ATS is equipped and accredited by the Consumer Product Safety Commission (CPSC) to perform phthalate analysis. We perform the testing per CPSC-CH-C1001-09.3 and we work with a board certified toxicologist to assess elevated phthalate results against the daily allowable limits set forth by California Proposition 65.
California Proposition 65 continues to be an evolving list of chemicals that are regulated in the state of California. The list is updated annually and now reaches almost 800 chemicals. It started as an enforcement act to ensure the drinking water in California was free of chemicals that cause cancer, birth defects or other reproductive harm. The main objective of the law is to make consumers aware of products containing chemicals that are known to cause cancer or reproductive harm. In an effort to properly inform consumers, California Proposition 65 requires warning labels to be affixed to products containing the listed chemicals above daily specified limits. For the full list of chemicals, please click on the following link:
In recent months ATS has noticed an increase in enforcement for phthalates on the California Proposition 65 list. The phthalates found on the California Proposition 65 list are as follows: DEHP, DBP, BBP, DIDP, and DNHP. The heightened interest is around a particular phthalate, DEHP. Regulatory authorities and consumer advocacy groups are identifying those in violation of California Proposition 65 for phthalate DEHP. If products are believed to contain this regulated phthalate in elevated amounts, these groups are checking the packaging to see if the appropriate warning label is affixed to the product. If the product does not contain the appropriate warning label, the business may face legal action. The key factor is to determine if the product is above the daily limit set forth. Currently there are two daily allowable limits for DEHP based upon the potential risk it poses as either a carcinogen or reproductive toxicant. The product is considered carcinogenic if more than 310 micrograms/day is ingested and it is considered a reproductive toxicant if more than 410 micrograms/day is ingested. Therefore, if chemical testing (on for instance a Gas Chromatograph/Mass Spectrometer) reveals that a sample contains a high detectable amount of DEHP, it is recommended that the product be subjected to a toxicological risk assessment by a toxicologist to determine if a warning label is necessary for the product to be in compliance with California Proposition 65. Therefore, determining product compliance is not as straightforward as the Consumer Product Safety Commission (CPSC) limits established for phthalates in children’s toys and childcare articles. For these federally regulated phthalates, which are DEHP, DBP, BBP, DINP, DIDP, and DnOP, a sample is analyzed and it is determined if it passes/fails with the limit being 1,000 parts per million (ppm) for each of all 6 phthalates.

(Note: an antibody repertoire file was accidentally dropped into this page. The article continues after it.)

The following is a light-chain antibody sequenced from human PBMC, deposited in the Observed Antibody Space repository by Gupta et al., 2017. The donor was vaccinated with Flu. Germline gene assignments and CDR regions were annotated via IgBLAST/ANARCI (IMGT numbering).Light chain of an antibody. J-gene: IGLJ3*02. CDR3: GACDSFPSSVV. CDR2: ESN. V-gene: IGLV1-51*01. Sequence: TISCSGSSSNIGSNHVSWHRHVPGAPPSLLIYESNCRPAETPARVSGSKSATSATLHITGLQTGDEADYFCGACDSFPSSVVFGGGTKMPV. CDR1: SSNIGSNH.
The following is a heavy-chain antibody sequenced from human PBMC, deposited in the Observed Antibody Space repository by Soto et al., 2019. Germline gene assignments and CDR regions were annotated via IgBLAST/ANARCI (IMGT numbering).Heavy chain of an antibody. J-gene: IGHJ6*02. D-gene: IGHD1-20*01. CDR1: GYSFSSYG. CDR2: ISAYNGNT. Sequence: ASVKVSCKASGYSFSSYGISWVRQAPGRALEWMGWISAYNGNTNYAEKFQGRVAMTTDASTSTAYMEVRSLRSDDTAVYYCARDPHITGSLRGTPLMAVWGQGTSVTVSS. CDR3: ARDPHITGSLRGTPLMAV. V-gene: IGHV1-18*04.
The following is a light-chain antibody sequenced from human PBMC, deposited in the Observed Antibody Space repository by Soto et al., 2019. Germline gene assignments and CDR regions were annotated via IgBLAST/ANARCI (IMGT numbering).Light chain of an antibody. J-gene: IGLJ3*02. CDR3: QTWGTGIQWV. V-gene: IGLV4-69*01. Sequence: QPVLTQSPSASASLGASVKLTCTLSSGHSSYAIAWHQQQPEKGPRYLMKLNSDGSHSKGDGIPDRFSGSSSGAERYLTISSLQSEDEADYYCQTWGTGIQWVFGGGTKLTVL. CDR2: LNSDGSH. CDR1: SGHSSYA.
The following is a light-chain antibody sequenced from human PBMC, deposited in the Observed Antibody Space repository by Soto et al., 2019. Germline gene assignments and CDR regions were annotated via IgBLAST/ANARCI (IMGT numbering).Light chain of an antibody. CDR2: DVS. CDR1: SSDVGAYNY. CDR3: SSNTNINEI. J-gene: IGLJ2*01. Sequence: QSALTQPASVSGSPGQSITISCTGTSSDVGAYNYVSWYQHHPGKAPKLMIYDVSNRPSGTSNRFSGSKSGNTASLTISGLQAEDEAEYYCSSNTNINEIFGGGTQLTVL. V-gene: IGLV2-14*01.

In addition to California Proposition 65 and the CPSC, phthalates are also regulated on the expanding REACH SVHC list which is regulated by the European Chemicals Agency. To view the full list click on the following link: echa.europa.eu/web/guest/candidate-list-table.
Feel free to contact our lab for additional information regarding testing to meet current and future regulatory requirements. Our laboratory is accredited by the American Association for Laboratory Accreditation (A2LA), certificate number 1888.01 and 1888.02. Additionally, we are a CPSC accredited lab, our laboratory identification number is 1030.